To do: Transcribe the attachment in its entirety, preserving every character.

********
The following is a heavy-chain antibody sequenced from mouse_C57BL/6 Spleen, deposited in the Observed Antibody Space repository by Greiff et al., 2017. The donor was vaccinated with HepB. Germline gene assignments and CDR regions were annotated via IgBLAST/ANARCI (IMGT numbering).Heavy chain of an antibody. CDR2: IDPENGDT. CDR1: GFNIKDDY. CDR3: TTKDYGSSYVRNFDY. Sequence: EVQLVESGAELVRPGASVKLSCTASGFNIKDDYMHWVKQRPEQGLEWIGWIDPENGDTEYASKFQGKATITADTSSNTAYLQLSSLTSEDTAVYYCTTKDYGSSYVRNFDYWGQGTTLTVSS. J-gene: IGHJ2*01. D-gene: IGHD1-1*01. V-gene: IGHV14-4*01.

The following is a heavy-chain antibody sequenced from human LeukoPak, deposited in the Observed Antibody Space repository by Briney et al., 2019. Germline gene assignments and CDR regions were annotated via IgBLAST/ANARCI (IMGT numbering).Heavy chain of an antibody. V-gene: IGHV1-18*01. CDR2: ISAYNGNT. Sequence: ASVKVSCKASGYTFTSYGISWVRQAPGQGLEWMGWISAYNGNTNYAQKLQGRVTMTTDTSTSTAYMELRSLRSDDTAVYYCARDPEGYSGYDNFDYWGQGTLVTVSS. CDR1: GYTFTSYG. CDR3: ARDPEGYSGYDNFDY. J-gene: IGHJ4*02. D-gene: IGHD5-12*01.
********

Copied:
The following is a heavy-chain antibody sequenced from mouse_C57BL/6 Spleen, deposited in the Observed Antibody Space repository by Greiff et al., 2017. The donor was vaccinated with HepB. Germline gene assignments and CDR regions were annotated via IgBLAST/ANARCI (IMGT numbering).Heavy chain of an antibody. CDR2: IDPENGDT. CDR1: GFNIKDDY. CDR3: TTKDYGSSYVRNFDY. Sequence: EVQLVESGAELVRPGASVKLSCTASGFNIKDDYMHWVKQRPEQGLEWIGWIDPENGDTEYASKFQGKATITADTSSNTAYLQLSSLTSEDTAVYYCTTKDYGSSYVRNFDYWGQGTTLTVSS. J-gene: IGHJ2*01. D-gene: IGHD1-1*01. V-gene: IGHV14-4*01.

The following is a heavy-chain antibody sequenced from human LeukoPak, deposited in the Observed Antibody Space repository by Briney et al., 2019. Germline gene assignments and CDR regions were annotated via IgBLAST/ANARCI (IMGT numbering).Heavy chain of an antibody. V-gene: IGHV1-18*01. CDR2: ISAYNGNT. Sequence: ASVKVSCKASGYTFTSYGISWVRQAPGQGLEWMGWISAYNGNTNYAQKLQGRVTMTTDTSTSTAYMELRSLRSDDTAVYYCARDPEGYSGYDNFDYWGQGTLVTVSS. CDR1: GYTFTSYG. CDR3: ARDPEGYSGYDNFDY. J-gene: IGHJ4*02. D-gene: IGHD5-12*01.